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The Fifteenth Instruction. On the holy forty days of Lent

March 20, 2019 | Books & Articles, Wisdom

In the Law it is written that God commanded the sons of Israel to give a tenth part of all they had acquired during each year, and thereby bring a blessing upon all their deeds. With this in mind, the Holy Apostles established and committed to us as a help and benefaction for our souls something yet greater and more exalted–that we should set apart a tenth portion of the very days of our lives and devote them to God. Thereby might we also receive a blessing for all our deeds, and yearly cleanse the sins we have committed over the course of the whole year. Thus discerning, they have sanctified for us out of the 365 days of the year these seven weeks of Holy Great Lent. So they set apart these seven weeks; but later the Fathers deemed it wise to add yet another week: first of all, so that those wishing to initiate themselves in the ascesis of the fast over the course of this week might accustom themselves to it and prepare themselves for it; and secondly, in order to render honor to the number of days of the Great Fast which our Lord Jesus Christ fasted. For after subtracting Saturdays and Sundays from the eight weeks we have forty days; the fast on Great Saturday is particularly honored, because it is most sacred, and the only Saturdays throughout the year on which a fast it kept. Seven weeks minus Saturdays and Sundays make thirty-five days, then to this is added the fast of Holy and Great Saturday and half of the Bright and Light-bearing night; thus we have thirty-six and a half days, which equals exactly a tenth part of the 365 days of the year. For the tenth part of three hundred is thirty, the tenth part of sixty is six, and a tenth part of five is one-half (of the Bright Day). So, as we have said, there are thirty-six and a half days–the tenth portion of the whole year which, as I have said, the Holy Apostles have sanctified for us for repentance and the cleansing of the sins of the whole year.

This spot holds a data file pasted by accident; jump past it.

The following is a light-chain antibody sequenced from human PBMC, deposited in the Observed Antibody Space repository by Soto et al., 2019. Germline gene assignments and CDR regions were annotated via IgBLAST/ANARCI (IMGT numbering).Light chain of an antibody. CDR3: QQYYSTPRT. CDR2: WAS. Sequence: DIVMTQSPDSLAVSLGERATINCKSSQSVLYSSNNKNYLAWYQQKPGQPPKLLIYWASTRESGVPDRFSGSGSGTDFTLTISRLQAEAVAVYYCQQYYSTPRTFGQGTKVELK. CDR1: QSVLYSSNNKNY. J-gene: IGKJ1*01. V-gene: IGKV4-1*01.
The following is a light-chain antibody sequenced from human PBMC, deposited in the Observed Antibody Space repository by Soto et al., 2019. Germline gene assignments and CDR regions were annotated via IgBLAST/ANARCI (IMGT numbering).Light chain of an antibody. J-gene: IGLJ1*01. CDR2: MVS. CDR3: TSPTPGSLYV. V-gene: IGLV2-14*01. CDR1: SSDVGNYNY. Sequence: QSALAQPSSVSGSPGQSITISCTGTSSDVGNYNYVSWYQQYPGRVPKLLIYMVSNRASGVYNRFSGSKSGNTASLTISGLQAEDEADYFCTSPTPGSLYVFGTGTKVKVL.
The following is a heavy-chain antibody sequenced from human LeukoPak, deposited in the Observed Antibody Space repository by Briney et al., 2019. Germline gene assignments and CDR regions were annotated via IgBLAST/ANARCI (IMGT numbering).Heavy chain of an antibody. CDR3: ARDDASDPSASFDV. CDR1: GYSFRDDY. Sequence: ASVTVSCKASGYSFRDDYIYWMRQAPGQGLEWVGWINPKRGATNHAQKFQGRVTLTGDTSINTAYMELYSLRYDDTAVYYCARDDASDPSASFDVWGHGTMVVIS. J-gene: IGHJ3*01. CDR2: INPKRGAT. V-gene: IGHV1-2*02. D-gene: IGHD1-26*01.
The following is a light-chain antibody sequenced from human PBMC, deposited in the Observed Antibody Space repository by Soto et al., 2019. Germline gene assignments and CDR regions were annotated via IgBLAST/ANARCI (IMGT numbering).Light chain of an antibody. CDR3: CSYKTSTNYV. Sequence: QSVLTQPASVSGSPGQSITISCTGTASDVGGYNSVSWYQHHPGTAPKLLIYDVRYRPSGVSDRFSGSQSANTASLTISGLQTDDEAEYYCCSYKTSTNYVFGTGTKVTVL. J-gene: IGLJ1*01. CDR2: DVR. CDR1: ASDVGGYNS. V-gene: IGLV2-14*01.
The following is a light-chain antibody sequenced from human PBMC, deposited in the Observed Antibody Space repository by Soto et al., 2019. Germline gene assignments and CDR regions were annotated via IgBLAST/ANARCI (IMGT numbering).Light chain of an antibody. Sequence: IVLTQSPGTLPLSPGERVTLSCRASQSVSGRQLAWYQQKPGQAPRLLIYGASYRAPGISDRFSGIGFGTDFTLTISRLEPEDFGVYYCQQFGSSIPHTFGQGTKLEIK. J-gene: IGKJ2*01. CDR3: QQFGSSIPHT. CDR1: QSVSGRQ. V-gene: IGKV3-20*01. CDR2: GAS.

So blessed, O brethren, is he who preserves himself well in these holy days as he should. For though it might happen that being human we sin out of infirmity or negligence, still God has given these holy days in order that, striving with heedfulness and humility of wisdom, we take care for ourselves and repent for all of our sins, and we will be cleansed of the sins we committed during the whole year. Then our souls will be delivered from their weight, and we will arrive at the Holy Day of the Resurrection cleansed, receive Communion of the Holy Mysteries uncondemned, having become new through the repentance of the Holy Fast. In spiritual rejoicing, with God’s help, we will celebrate the entire Holy Pentecost season–for the Pentecost season, as the Holy Fathers say, is the repose and resurrection of the soul. This is signified by our not kneeling during whole Holy Pentecost season.

Thus he who desires during these days of Lent to be cleansed of the sins he has committed over the course of the whole year should first of all refrain from eating much food, for the lack of limitation in food, as the Fathers say, gives birth to every evil in man. Then he should also take care not to violate the fast without great need, not to seek tasty foods, nor weigh himself down with excess food or drink. For there are two kinds of gluttony. The first kind is when a man seeks pleasant foods, and does not always wish to eat much, but desires something tasty. It happens that when this type tastes a dish he likes, he is so won over by its pleasant taste that he holds the food in his mouth, chews it for a long time, and regretting to part with its pleasant taste, he delays swallowing it. This is called in Greek “lemargia,”–the demon of the throat. The other type is assailed by the desire to eat a large quantity–he does not desire good food and is not concerned about its taste, but only wants to eat, whether the dishes are tasty or not, and he makes no distinction. His is only concerned with filling his belly. This is called “gastrimargia,” that is, the demon of the belly.